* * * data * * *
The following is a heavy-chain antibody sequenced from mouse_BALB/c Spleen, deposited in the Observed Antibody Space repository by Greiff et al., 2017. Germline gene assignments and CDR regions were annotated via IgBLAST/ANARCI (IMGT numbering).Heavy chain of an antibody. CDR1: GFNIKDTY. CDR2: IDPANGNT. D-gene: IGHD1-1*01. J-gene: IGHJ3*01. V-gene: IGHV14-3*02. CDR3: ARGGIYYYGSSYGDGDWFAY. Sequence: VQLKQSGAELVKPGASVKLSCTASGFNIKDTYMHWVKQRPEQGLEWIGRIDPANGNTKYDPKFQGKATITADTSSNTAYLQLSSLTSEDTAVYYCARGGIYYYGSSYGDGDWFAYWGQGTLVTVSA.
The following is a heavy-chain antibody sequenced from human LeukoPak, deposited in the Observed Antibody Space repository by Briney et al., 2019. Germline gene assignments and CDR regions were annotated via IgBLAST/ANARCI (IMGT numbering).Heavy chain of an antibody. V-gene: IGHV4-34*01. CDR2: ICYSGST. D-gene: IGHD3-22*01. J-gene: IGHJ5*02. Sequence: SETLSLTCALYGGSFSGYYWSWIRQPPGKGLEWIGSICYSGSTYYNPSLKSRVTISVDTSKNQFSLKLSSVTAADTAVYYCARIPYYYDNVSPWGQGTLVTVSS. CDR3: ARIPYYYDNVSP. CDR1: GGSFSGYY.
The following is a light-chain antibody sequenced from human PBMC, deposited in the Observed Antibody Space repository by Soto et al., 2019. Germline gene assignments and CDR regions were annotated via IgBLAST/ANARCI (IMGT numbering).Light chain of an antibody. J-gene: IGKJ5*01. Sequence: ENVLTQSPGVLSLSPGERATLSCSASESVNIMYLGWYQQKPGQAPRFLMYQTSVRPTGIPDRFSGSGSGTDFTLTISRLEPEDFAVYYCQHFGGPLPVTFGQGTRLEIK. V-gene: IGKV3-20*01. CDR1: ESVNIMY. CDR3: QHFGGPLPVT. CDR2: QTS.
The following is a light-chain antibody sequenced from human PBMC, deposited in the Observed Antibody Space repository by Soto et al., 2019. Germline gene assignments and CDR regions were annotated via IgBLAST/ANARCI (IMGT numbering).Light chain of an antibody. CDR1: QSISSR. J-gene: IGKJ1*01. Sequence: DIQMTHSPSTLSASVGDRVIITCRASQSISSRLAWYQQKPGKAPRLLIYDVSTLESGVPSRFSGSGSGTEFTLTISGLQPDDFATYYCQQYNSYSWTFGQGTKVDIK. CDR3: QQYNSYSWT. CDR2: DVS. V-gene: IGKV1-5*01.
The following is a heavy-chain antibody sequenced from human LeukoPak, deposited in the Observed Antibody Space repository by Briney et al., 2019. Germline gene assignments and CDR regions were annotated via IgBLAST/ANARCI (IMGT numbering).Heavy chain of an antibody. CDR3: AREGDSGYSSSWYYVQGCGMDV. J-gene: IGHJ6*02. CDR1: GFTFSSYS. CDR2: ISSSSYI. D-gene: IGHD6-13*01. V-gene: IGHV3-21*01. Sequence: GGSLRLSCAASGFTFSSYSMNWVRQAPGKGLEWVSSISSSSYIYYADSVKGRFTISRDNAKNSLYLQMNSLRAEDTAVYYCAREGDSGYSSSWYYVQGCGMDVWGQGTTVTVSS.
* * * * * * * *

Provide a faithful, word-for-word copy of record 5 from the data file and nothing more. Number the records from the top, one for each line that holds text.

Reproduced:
The following is a heavy-chain antibody sequenced from human LeukoPak, deposited in the Observed Antibody Space repository by Briney et al., 2019. Germline gene assignments and CDR regions were annotated via IgBLAST/ANARCI (IMGT numbering).Heavy chain of an antibody. CDR3: AREGDSGYSSSWYYVQGCGMDV. J-gene: IGHJ6*02. CDR1: GFTFSSYS. CDR2: ISSSSYI. D-gene: IGHD6-13*01. V-gene: IGHV3-21*01. Sequence: GGSLRLSCAASGFTFSSYSMNWVRQAPGKGLEWVSSISSSSYIYYADSVKGRFTISRDNAKNSLYLQMNSLRAEDTAVYYCAREGDSGYSSSWYYVQGCGMDVWGQGTTVTVSS.